Since I’m based in Atlanta, I intentionally reach out to Historically Black Colleges and Universities (HBCUs) — Spellman, Clark, Atlanta, and Morehouse — career services and recruiting offices. We want to offer internships as they can expose students to the industry. People see TV ads and boxes on the internet getting filled, but they don’t know what’s behind it.
I went to those schools because working at an SSP is not something someone would say they want to do when they grow up. It’s not what they’re studying. I want to ensure that the representation is there once they enter the field.
YY: Now, let’s talk about what’s happening with brands not investing in minority-owned media outlets. While the industry has identified the problem, brands must act more toward getting things right. Do you see any hope for an increase in ad spend geared toward minority-owned media this year and in the future?
LG: Colossus was formed before the unfortunate incident where social unrest was triggered. That was the pivotal moment when brands started to think of ways to give back to the community. DDH just released a white paper, Dollars & DEI: Multicultural Consumers’ Insights on Brands’ Media Buying and Marketing Practice, and it speaks about advertisers needing to put their money where their mouth is and how consumers in these audiences react and choose to support brands that give back to their community.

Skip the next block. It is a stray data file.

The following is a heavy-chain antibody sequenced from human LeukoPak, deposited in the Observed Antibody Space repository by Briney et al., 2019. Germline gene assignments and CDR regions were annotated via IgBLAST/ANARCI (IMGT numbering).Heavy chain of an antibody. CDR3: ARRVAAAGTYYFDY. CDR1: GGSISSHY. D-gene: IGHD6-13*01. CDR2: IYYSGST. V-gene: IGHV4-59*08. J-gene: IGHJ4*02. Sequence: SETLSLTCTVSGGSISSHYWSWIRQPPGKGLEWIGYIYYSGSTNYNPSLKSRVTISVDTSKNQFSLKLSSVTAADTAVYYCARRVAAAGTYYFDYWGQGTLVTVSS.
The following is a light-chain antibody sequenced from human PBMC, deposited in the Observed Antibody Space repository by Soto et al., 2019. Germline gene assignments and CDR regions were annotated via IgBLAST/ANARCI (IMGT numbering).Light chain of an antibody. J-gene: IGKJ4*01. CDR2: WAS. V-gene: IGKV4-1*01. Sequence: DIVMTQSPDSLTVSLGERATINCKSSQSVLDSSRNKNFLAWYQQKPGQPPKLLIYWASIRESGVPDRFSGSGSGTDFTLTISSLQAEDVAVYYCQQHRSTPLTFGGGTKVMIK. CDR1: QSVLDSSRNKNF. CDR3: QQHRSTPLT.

What we’re doing is looking to uncover those folks. We are being aggressive, knocking on those doors, and saying, “Hey, we saw this is what you said. What are you doing about it?” We have a ton of content creators and publishers who have content that resonates with their loyal audiences. You might be missing this market because of the outdated strategies you have in mind that have inadvertently excluded these audiences.